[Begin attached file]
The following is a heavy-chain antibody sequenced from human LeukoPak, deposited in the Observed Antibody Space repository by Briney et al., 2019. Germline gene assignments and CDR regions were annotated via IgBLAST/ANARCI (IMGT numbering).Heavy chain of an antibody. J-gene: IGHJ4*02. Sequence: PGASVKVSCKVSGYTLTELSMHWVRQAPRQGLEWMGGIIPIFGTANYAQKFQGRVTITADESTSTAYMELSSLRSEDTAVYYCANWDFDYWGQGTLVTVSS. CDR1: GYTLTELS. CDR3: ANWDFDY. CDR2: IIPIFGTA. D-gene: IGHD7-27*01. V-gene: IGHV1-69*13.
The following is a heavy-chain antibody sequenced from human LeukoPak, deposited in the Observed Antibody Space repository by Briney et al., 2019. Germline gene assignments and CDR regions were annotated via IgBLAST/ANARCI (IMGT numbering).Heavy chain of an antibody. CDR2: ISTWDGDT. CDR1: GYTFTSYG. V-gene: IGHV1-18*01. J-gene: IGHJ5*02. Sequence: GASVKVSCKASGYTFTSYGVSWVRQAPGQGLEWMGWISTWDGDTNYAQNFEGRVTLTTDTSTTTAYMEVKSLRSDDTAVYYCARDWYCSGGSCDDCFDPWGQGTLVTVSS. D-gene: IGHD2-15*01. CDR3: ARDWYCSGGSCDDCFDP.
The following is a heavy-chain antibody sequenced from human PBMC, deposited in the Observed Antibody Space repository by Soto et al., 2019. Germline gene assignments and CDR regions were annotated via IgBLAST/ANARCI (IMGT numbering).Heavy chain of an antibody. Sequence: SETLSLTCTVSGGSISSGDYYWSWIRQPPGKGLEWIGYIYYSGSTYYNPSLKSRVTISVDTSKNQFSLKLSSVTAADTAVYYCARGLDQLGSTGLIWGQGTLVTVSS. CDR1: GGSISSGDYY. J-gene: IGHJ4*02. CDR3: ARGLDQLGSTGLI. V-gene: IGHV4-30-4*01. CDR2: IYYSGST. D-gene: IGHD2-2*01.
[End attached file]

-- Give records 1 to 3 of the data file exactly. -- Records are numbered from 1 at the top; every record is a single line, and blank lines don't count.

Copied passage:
The following is a heavy-chain antibody sequenced from human LeukoPak, deposited in the Observed Antibody Space repository by Briney et al., 2019. Germline gene assignments and CDR regions were annotated via IgBLAST/ANARCI (IMGT numbering).Heavy chain of an antibody. J-gene: IGHJ4*02. Sequence: PGASVKVSCKVSGYTLTELSMHWVRQAPRQGLEWMGGIIPIFGTANYAQKFQGRVTITADESTSTAYMELSSLRSEDTAVYYCANWDFDYWGQGTLVTVSS. CDR1: GYTLTELS. CDR3: ANWDFDY. CDR2: IIPIFGTA. D-gene: IGHD7-27*01. V-gene: IGHV1-69*13.
The following is a heavy-chain antibody sequenced from human LeukoPak, deposited in the Observed Antibody Space repository by Briney et al., 2019. Germline gene assignments and CDR regions were annotated via IgBLAST/ANARCI (IMGT numbering).Heavy chain of an antibody. CDR2: ISTWDGDT. CDR1: GYTFTSYG. V-gene: IGHV1-18*01. J-gene: IGHJ5*02. Sequence: GASVKVSCKASGYTFTSYGVSWVRQAPGQGLEWMGWISTWDGDTNYAQNFEGRVTLTTDTSTTTAYMEVKSLRSDDTAVYYCARDWYCSGGSCDDCFDPWGQGTLVTVSS. D-gene: IGHD2-15*01. CDR3: ARDWYCSGGSCDDCFDP.
The following is a heavy-chain antibody sequenced from human PBMC, deposited in the Observed Antibody Space repository by Soto et al., 2019. Germline gene assignments and CDR regions were annotated via IgBLAST/ANARCI (IMGT numbering).Heavy chain of an antibody. Sequence: SETLSLTCTVSGGSISSGDYYWSWIRQPPGKGLEWIGYIYYSGSTYYNPSLKSRVTISVDTSKNQFSLKLSSVTAADTAVYYCARGLDQLGSTGLIWGQGTLVTVSS. CDR1: GGSISSGDYY. J-gene: IGHJ4*02. CDR3: ARGLDQLGSTGLI. V-gene: IGHV4-30-4*01. CDR2: IYYSGST. D-gene: IGHD2-2*01.